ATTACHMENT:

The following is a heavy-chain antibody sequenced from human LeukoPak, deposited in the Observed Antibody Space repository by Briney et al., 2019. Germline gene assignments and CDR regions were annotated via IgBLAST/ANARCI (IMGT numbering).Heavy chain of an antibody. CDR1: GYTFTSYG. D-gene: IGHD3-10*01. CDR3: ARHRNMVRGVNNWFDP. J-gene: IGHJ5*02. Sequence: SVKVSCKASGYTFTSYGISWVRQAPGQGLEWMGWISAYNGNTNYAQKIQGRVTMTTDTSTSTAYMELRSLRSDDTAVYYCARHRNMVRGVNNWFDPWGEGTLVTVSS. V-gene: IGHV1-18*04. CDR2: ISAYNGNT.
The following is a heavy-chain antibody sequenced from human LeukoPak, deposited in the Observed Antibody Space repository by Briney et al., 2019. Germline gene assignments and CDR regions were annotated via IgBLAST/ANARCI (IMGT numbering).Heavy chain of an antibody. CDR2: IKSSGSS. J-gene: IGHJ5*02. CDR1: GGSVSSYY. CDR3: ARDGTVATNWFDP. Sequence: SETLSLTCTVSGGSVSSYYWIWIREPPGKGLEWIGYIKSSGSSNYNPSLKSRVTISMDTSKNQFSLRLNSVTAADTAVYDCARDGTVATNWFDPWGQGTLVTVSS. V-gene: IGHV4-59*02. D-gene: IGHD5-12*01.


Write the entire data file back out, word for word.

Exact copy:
The following is a heavy-chain antibody sequenced from human LeukoPak, deposited in the Observed Antibody Space repository by Briney et al., 2019. Germline gene assignments and CDR regions were annotated via IgBLAST/ANARCI (IMGT numbering).Heavy chain of an antibody. CDR1: GYTFTSYG. D-gene: IGHD3-10*01. CDR3: ARHRNMVRGVNNWFDP. J-gene: IGHJ5*02. Sequence: SVKVSCKASGYTFTSYGISWVRQAPGQGLEWMGWISAYNGNTNYAQKIQGRVTMTTDTSTSTAYMELRSLRSDDTAVYYCARHRNMVRGVNNWFDPWGEGTLVTVSS. V-gene: IGHV1-18*04. CDR2: ISAYNGNT.
The following is a heavy-chain antibody sequenced from human LeukoPak, deposited in the Observed Antibody Space repository by Briney et al., 2019. Germline gene assignments and CDR regions were annotated via IgBLAST/ANARCI (IMGT numbering).Heavy chain of an antibody. CDR2: IKSSGSS. J-gene: IGHJ5*02. CDR1: GGSVSSYY. CDR3: ARDGTVATNWFDP. Sequence: SETLSLTCTVSGGSVSSYYWIWIREPPGKGLEWIGYIKSSGSSNYNPSLKSRVTISMDTSKNQFSLRLNSVTAADTAVYDCARDGTVATNWFDPWGQGTLVTVSS. V-gene: IGHV4-59*02. D-gene: IGHD5-12*01.